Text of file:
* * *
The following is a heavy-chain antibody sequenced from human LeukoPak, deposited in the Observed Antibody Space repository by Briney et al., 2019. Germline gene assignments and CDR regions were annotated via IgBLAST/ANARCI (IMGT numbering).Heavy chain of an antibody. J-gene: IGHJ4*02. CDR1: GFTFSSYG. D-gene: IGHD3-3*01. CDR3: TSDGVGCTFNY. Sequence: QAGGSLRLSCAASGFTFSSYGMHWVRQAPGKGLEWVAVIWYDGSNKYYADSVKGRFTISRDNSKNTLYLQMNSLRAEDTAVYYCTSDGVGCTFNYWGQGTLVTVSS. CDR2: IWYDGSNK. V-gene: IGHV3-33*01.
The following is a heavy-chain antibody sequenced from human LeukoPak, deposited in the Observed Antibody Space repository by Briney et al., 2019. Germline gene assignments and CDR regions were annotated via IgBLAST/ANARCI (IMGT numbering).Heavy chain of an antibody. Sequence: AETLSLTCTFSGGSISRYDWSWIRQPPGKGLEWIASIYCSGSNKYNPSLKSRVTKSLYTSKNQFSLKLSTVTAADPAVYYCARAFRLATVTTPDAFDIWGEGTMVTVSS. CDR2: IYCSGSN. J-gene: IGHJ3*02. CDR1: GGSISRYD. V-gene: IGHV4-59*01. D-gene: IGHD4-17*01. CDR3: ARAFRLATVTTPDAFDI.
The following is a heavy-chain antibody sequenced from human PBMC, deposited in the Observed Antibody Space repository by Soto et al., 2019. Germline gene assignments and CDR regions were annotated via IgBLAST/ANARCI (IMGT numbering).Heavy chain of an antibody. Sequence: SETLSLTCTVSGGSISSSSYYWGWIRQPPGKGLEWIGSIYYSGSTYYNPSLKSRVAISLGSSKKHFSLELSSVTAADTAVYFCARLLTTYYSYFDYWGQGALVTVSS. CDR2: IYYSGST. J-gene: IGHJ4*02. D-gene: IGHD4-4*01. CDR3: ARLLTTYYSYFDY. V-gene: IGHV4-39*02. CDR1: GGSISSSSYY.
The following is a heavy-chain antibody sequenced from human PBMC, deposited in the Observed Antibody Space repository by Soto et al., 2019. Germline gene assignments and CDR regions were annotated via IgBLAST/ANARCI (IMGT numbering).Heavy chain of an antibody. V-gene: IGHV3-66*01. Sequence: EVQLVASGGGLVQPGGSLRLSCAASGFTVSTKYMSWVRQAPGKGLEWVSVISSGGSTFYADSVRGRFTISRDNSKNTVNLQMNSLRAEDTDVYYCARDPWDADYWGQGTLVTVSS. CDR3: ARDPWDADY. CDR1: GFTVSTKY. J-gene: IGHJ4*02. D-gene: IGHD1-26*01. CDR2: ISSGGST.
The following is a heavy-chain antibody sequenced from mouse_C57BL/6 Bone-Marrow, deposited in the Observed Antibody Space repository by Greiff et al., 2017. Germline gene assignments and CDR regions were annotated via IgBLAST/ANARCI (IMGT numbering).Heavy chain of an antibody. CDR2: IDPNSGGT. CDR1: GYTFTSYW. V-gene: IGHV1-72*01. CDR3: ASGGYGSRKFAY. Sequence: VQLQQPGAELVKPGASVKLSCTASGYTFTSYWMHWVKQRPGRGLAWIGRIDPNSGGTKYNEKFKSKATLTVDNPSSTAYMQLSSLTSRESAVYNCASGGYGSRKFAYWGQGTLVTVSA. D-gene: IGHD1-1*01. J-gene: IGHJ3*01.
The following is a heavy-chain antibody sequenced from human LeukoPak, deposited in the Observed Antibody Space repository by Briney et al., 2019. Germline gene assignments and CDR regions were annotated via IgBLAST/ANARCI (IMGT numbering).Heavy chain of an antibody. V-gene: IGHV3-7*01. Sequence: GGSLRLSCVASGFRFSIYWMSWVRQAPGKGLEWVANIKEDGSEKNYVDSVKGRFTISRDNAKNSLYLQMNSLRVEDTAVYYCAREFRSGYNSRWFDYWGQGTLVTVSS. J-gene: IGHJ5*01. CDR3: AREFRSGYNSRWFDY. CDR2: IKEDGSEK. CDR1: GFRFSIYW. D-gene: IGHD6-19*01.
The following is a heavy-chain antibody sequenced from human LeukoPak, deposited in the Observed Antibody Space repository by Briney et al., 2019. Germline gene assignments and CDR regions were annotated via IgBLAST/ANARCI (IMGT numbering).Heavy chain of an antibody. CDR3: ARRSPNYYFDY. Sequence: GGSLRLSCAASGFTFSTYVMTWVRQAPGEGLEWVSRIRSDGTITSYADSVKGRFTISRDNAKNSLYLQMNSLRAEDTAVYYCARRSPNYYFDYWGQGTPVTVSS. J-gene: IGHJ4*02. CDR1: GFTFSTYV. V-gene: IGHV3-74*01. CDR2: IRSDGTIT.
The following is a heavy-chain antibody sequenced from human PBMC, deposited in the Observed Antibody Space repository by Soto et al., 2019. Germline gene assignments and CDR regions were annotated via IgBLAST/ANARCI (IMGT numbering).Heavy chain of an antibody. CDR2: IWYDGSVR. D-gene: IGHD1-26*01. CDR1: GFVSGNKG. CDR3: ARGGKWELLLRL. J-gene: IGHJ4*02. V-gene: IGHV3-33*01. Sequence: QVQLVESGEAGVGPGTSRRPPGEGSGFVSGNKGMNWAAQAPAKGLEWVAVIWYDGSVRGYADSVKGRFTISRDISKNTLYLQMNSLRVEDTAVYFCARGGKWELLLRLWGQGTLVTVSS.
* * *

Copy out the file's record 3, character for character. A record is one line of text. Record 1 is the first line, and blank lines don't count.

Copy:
The following is a heavy-chain antibody sequenced from human PBMC, deposited in the Observed Antibody Space repository by Soto et al., 2019. Germline gene assignments and CDR regions were annotated via IgBLAST/ANARCI (IMGT numbering).Heavy chain of an antibody. Sequence: SETLSLTCTVSGGSISSSSYYWGWIRQPPGKGLEWIGSIYYSGSTYYNPSLKSRVAISLGSSKKHFSLELSSVTAADTAVYFCARLLTTYYSYFDYWGQGALVTVSS. CDR2: IYYSGST. J-gene: IGHJ4*02. D-gene: IGHD4-4*01. CDR3: ARLLTTYYSYFDY. V-gene: IGHV4-39*02. CDR1: GGSISSSSYY.